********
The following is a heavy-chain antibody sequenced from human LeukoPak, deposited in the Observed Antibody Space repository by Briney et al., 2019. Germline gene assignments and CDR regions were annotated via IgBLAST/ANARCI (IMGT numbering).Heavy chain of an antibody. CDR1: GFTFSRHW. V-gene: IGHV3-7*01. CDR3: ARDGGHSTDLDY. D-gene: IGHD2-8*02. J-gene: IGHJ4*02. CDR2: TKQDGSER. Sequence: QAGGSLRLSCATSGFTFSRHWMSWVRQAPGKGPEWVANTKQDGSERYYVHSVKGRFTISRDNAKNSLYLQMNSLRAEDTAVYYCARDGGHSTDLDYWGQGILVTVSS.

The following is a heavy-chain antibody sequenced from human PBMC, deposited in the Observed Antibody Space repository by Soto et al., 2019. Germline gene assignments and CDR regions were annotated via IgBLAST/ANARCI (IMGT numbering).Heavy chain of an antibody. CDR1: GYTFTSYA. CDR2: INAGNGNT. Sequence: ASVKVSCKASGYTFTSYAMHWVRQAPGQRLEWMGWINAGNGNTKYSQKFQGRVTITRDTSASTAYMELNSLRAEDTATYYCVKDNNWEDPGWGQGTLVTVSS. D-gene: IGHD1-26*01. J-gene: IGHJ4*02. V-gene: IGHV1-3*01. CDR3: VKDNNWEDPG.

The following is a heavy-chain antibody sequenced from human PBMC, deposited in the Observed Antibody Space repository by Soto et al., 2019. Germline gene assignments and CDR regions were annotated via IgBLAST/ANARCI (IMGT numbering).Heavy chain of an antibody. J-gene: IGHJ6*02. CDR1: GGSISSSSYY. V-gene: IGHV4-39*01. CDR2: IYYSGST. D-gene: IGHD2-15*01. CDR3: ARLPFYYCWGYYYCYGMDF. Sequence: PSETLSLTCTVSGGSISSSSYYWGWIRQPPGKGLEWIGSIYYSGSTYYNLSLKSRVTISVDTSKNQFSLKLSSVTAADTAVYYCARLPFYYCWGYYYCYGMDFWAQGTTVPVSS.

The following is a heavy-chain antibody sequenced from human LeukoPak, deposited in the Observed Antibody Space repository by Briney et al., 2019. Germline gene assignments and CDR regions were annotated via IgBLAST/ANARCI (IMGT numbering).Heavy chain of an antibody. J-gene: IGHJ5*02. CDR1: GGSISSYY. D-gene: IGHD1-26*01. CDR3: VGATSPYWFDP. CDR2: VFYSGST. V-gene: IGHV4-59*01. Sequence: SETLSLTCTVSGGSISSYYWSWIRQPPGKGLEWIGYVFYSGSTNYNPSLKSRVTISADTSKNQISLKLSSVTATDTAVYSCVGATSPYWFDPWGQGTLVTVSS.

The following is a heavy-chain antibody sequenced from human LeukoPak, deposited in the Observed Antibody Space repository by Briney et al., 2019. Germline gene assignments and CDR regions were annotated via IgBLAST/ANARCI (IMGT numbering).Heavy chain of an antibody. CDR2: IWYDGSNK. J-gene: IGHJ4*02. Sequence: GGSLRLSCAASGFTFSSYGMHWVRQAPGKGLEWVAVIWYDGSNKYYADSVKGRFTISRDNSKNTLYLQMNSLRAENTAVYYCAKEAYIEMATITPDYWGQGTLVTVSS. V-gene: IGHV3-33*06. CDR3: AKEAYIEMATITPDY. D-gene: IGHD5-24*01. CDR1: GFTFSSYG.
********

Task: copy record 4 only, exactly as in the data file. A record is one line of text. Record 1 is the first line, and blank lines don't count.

The following is a heavy-chain antibody sequenced from human LeukoPak, deposited in the Observed Antibody Space repository by Briney et al., 2019. Germline gene assignments and CDR regions were annotated via IgBLAST/ANARCI (IMGT numbering).Heavy chain of an antibody. J-gene: IGHJ5*02. CDR1: GGSISSYY. D-gene: IGHD1-26*01. CDR3: VGATSPYWFDP. CDR2: VFYSGST. V-gene: IGHV4-59*01. Sequence: SETLSLTCTVSGGSISSYYWSWIRQPPGKGLEWIGYVFYSGSTNYNPSLKSRVTISADTSKNQISLKLSSVTATDTAVYSCVGATSPYWFDPWGQGTLVTVSS.